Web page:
74. Pavement, “Wowie Zowie (deluxe)” – Sure, it’s worth getting the full package with the extra 7” record and all, but with the re-release of each successive Pavement album, the necessity of an expanded two-disc version becomes harder to grasp.
Singles and EPs – (And I said 2005 was slow – is the single and EP format dying, except as a digital file?)
1. The Dead C, “Relax Fallujah, Hell Has Come” – Look closely, and you’ll notice these tracks are really from the 1990s. Shows the number of light years Dead C was operating ahead of the world.
2. Bardo Pond and Buck Paco, “Bog” – Cool slices of screeching vinyl.
3. Noggin (s/t) – Many people had wondered what had happened to the odd violin duo out of the Northwest. Collective JYRK found them again, and gave us a three-inch CD of new material.
4. Animal Collective, “Grass” – A nice collection of music and video to tide us over until the next AC full length.
5. Tom Carter, “Phantom Lung” – Just possibly more incredible than any of his full-length releases this year.
6. Sunburned Hand of the Man, “Knife Life” – Actually released as one of their limited CDR’s, but much cooler to see and hear as a double 7” record.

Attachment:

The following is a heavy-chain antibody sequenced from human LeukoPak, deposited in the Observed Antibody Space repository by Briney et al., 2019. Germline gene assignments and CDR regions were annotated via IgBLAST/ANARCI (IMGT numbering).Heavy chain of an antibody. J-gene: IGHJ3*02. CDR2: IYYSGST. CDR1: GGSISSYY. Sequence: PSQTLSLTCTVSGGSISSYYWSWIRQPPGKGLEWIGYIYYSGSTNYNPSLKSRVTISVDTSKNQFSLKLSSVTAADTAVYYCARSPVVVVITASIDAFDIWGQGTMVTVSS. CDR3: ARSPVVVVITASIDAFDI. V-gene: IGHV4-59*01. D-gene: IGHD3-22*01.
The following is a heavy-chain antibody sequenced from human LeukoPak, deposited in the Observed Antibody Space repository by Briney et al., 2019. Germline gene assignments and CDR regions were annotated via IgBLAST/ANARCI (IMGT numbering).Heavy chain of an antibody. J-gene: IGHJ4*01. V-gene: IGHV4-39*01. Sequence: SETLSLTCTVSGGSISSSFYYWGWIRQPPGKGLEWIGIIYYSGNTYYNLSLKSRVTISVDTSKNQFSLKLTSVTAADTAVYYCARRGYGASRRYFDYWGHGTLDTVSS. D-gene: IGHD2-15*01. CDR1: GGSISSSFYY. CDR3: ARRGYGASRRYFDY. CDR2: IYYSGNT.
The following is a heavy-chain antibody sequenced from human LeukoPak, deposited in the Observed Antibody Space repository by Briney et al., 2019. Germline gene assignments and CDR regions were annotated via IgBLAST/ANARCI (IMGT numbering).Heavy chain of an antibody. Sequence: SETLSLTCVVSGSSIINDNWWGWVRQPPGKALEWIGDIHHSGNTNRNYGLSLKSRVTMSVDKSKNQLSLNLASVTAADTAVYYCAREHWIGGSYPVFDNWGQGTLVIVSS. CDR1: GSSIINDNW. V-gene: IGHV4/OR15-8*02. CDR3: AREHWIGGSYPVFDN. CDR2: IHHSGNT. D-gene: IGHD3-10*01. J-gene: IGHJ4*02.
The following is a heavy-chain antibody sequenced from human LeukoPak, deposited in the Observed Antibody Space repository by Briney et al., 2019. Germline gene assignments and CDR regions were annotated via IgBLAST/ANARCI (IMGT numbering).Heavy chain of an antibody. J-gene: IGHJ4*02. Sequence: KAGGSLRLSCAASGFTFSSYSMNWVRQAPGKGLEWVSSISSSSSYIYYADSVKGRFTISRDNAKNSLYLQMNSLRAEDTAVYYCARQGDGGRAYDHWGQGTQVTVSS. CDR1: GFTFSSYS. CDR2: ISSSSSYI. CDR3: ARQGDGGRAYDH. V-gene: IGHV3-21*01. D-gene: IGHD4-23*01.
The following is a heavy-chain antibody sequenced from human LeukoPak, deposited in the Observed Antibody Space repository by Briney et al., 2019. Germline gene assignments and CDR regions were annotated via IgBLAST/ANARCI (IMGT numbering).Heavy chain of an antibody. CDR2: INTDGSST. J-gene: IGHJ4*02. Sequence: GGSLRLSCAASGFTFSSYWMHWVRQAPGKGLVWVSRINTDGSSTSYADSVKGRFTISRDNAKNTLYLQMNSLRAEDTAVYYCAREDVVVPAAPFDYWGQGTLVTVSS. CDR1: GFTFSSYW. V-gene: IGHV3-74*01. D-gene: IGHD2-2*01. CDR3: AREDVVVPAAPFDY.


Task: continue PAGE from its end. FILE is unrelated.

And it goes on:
7. Jack Rose, “Untitled” – More traditionalist/experimental guitar work from the granddaddy of Pelt.
8. Psycho and the Birds, “Check Your Zoo” – Robert Pollard’s one essential single release of the year.
9. Sigur Ros, “Saglieur” – Like Animal Collective, an interesting EP because of the video included.
10. Black Heart Procession, “The Mark” – A nice augmentation to the “The Spell” full-length
11. Believers, “Lost Tracks” – One of those odd bands spinning out of Scott Foust’s collective. Jessi Swenson makes this band worth seeking out.
12. Be Your Own Pet, “Extra Extra”
13. Be Your Own Pet, “Electric Shake”
14. Be Your Own Pet, “Summer Sensation”
15. Be Your Own Pet, “Damn Damn Leash” – Ya gotta love these
16. Robert Pollard, “Love is Stronger Than Witchcraft” – A nice, but not essential, addendum to the Compound Eye LP.